OP's Mathworks link has a link to Ardunio playground Capacitive sensing library link. This link mentions a few points (emphasis mine)
The capacitive Sensor library turns two or more Arduino pins into a capacitive sensor, which can sense the electrical capacitance of the human body.
At its most sensitive, the sensor will start to sense a hand or body inches away from the sensor.
For many applications, a more useful range of values is obtained if the sensor is covered with paper, plastic, or another insulating material, so that users do not actually touch the metal foil.
When the send pin changes state, it will eventually change the state of the receive pin. The delay between the send pin changing and the receive pin changing is determined by an RC time constant, defined by R * C, where R is the value of the resistor and C is the capacitance at the receive pin, plus any other capacitance (e.g. human body interaction) present at the sensor (receive) pin.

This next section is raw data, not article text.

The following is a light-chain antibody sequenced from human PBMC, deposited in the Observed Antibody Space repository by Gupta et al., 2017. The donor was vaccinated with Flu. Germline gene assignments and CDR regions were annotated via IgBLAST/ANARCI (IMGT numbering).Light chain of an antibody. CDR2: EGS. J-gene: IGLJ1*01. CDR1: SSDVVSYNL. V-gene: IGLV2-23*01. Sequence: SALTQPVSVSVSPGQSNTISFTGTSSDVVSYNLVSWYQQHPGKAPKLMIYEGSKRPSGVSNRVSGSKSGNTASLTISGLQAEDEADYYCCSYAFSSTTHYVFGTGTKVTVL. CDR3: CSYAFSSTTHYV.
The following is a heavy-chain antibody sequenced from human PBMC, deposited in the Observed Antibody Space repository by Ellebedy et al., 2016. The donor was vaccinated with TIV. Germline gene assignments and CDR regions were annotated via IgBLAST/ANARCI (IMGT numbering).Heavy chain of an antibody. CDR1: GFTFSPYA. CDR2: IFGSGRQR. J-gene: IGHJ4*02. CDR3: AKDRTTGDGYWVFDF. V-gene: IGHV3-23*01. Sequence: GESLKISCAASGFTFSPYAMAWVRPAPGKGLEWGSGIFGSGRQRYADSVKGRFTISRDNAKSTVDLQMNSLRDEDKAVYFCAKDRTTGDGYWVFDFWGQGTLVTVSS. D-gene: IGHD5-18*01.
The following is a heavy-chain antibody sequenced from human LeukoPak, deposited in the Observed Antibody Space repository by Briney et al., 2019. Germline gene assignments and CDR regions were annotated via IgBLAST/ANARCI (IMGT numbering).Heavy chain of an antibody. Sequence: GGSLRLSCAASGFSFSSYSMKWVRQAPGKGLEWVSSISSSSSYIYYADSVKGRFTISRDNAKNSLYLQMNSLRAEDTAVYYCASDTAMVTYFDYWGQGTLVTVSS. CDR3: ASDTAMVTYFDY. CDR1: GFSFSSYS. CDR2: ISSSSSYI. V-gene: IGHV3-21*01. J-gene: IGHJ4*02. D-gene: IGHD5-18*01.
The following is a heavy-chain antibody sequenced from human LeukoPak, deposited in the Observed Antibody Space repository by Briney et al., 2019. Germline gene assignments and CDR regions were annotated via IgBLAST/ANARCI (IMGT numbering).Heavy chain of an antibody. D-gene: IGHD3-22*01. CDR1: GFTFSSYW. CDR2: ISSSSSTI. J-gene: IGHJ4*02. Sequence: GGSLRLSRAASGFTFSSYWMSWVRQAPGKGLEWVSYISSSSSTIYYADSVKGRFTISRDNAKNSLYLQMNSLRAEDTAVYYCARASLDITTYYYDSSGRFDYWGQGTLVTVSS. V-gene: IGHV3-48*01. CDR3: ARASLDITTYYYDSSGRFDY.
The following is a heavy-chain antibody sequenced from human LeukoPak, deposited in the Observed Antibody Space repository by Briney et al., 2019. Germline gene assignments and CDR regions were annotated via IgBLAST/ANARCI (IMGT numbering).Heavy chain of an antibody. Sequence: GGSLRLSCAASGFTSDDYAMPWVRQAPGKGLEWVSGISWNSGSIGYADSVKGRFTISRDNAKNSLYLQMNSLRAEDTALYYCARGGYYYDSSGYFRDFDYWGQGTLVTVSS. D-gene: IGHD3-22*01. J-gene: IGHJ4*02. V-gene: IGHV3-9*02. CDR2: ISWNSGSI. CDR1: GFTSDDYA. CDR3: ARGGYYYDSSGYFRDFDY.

In fact, according to them, resistance is bad.
Also if the sensor is exposed metal, it is possible that the send pin will never be able to force a change in the receive (sensor) pin, and the sensor will timeout.
The page gives even more helpful guidelines.
In short, the answer to your question is that, it is dependent on the specific circuit. In the link you provided, the circuit still depends on capacitance and resistance is detrimental to its working.